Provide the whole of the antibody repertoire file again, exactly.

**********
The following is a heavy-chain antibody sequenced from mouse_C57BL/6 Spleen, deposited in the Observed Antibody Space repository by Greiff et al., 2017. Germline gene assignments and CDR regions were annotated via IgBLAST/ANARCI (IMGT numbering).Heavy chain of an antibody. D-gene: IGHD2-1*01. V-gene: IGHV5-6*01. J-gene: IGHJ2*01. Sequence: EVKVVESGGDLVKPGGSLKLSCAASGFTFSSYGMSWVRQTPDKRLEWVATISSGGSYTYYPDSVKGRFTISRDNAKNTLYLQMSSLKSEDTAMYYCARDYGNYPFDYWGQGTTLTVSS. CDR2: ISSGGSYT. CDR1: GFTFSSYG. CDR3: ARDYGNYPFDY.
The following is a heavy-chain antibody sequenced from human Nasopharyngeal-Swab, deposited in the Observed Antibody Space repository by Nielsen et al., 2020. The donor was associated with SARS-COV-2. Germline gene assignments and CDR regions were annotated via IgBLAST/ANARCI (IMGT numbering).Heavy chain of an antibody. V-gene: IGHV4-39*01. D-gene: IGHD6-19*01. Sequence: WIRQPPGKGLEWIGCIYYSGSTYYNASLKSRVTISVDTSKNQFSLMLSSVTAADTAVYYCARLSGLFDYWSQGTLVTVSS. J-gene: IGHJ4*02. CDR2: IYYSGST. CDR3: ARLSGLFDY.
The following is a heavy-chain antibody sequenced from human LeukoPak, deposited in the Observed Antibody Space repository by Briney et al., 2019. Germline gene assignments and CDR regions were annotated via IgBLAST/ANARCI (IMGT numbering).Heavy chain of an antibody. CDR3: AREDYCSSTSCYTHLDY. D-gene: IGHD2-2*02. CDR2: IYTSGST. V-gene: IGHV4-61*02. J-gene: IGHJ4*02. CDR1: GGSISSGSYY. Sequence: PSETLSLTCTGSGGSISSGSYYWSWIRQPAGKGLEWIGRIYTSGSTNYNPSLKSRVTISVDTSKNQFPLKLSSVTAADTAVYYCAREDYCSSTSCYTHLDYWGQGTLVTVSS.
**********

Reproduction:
The following is a heavy-chain antibody sequenced from mouse_C57BL/6 Spleen, deposited in the Observed Antibody Space repository by Greiff et al., 2017. Germline gene assignments and CDR regions were annotated via IgBLAST/ANARCI (IMGT numbering).Heavy chain of an antibody. D-gene: IGHD2-1*01. V-gene: IGHV5-6*01. J-gene: IGHJ2*01. Sequence: EVKVVESGGDLVKPGGSLKLSCAASGFTFSSYGMSWVRQTPDKRLEWVATISSGGSYTYYPDSVKGRFTISRDNAKNTLYLQMSSLKSEDTAMYYCARDYGNYPFDYWGQGTTLTVSS. CDR2: ISSGGSYT. CDR1: GFTFSSYG. CDR3: ARDYGNYPFDY.
The following is a heavy-chain antibody sequenced from human Nasopharyngeal-Swab, deposited in the Observed Antibody Space repository by Nielsen et al., 2020. The donor was associated with SARS-COV-2. Germline gene assignments and CDR regions were annotated via IgBLAST/ANARCI (IMGT numbering).Heavy chain of an antibody. V-gene: IGHV4-39*01. D-gene: IGHD6-19*01. Sequence: WIRQPPGKGLEWIGCIYYSGSTYYNASLKSRVTISVDTSKNQFSLMLSSVTAADTAVYYCARLSGLFDYWSQGTLVTVSS. J-gene: IGHJ4*02. CDR2: IYYSGST. CDR3: ARLSGLFDY.
The following is a heavy-chain antibody sequenced from human LeukoPak, deposited in the Observed Antibody Space repository by Briney et al., 2019. Germline gene assignments and CDR regions were annotated via IgBLAST/ANARCI (IMGT numbering).Heavy chain of an antibody. CDR3: AREDYCSSTSCYTHLDY. D-gene: IGHD2-2*02. CDR2: IYTSGST. V-gene: IGHV4-61*02. J-gene: IGHJ4*02. CDR1: GGSISSGSYY. Sequence: PSETLSLTCTGSGGSISSGSYYWSWIRQPAGKGLEWIGRIYTSGSTNYNPSLKSRVTISVDTSKNQFPLKLSSVTAADTAVYYCAREDYCSSTSCYTHLDYWGQGTLVTVSS.